Target's New Dividend Policy Is Attractive And Sound

| About: Target Corporation (TGT)
This article is now exclusive for PRO subscribers.


Target recently raised the quarterly dividend to $0.52.

The author concludes that the dividend is safe for the next two years, despite competition from Amazon, and the potential for losses from the data breach.

The 3.6% current yield is attractive, especially when considering the strong 2.3x dividend coverage ratio.

The scope of this article will look at a large retailer, Target (NYSE:TGT), which I feel is suffering from competition with Amazon (NASDAQ:AMZN). I won't touch on the data breach, which affected the company during the 4th quarter of last year. My goal is to understand the ability of Target to pay the new $0.52 per quarter dividend announced in early June 2014.

How Safe is the Dividend?

Cash flow summary ($ in millions)

3 Months ending 5/3/14

FYE 2/1/14

FYE 2/2/13

Cash from operations








Proceeds on sale of accounts receivable originated at Target




Dividends (actual amount)




Repurchases of common stock




The cash balances at 5/3/14 was $715 million. The company recently raised the dividend to $2.08 per share annually, or $0.52 per quarter/share. Given about 638 million shares outstanding at 5/3/14, this amounts to $1,327 million annually, or $332 million per quarter for the dividend.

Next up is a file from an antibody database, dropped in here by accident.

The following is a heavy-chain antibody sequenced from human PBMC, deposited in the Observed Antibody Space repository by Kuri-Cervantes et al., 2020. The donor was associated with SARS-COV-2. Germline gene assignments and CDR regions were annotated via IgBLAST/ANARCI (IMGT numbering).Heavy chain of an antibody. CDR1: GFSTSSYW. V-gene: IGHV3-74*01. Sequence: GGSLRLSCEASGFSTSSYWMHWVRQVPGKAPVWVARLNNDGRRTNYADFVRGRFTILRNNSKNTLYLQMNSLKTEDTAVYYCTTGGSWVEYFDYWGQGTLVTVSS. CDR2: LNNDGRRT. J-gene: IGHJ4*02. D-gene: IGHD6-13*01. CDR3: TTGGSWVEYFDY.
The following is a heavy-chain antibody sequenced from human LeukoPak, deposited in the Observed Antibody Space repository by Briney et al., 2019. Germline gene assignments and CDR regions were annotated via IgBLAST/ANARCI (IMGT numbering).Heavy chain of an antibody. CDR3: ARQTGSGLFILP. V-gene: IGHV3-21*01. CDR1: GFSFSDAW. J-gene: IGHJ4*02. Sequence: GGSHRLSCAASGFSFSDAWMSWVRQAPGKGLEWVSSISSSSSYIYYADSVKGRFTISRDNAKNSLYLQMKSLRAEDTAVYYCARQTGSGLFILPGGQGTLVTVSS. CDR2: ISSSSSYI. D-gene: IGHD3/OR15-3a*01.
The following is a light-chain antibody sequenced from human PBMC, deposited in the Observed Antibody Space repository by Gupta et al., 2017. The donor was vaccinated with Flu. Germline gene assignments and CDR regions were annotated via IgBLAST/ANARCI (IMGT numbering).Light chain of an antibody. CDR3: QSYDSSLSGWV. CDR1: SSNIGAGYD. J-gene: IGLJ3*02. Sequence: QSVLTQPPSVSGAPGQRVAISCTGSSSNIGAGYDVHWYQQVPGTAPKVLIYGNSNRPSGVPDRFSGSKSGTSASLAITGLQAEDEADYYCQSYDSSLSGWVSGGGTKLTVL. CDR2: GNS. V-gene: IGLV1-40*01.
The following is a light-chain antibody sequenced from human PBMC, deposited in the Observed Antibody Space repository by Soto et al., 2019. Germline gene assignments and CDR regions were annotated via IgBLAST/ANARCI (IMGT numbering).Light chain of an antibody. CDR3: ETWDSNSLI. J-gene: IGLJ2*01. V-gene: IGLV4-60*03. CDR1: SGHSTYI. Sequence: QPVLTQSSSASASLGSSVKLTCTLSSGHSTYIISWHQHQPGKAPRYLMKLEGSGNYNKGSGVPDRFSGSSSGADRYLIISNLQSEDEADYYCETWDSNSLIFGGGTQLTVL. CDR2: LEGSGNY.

For FYE 2/1/14, Target generated $3,067 million in adjusted free cash flow, or cash from operations minus capex. To calculate the dividend coverage ratio, we must adjust for the annual dividend payment of $1,327 million (reflecting the dividend of $2.08 per year). The dividend coverage ratio is the free cash flow over the dividend, or 2.3x.

Some readers may question why I do not adjust the FYE 2/1/14 cash from operations ($6.5 billion) lower by the amount of the proceeds on the sale of accounts receivable originated at Target ($2.7 billion). This is because management intended to sell the credit card portfolio, as it was not a core competency. The proceeds from the sale were partially invested into the Canadian retail operations. It could also be argued that the Capex figure going forward will be lower as the Canadian operations will require lower capital expenditures once the footprint and construction are complete. I will revisit these issues for Target later in the fiscal year as more financial data is available.

For more comparisons on other large cap dividend coverage ratios, see this article on AT&T (NYSE:T) or this article on Starbucks (NASDAQ:SBUX). Please note that Starbucks had a dividend coverage ratio of 3.3x for the most recent six months of operations, and I concluded that this dividend would be raised in the next couple of months.

Some Thoughts about Amazon

I recently explored AMZN and a financial ratio known as the Cash Conversion Cycle.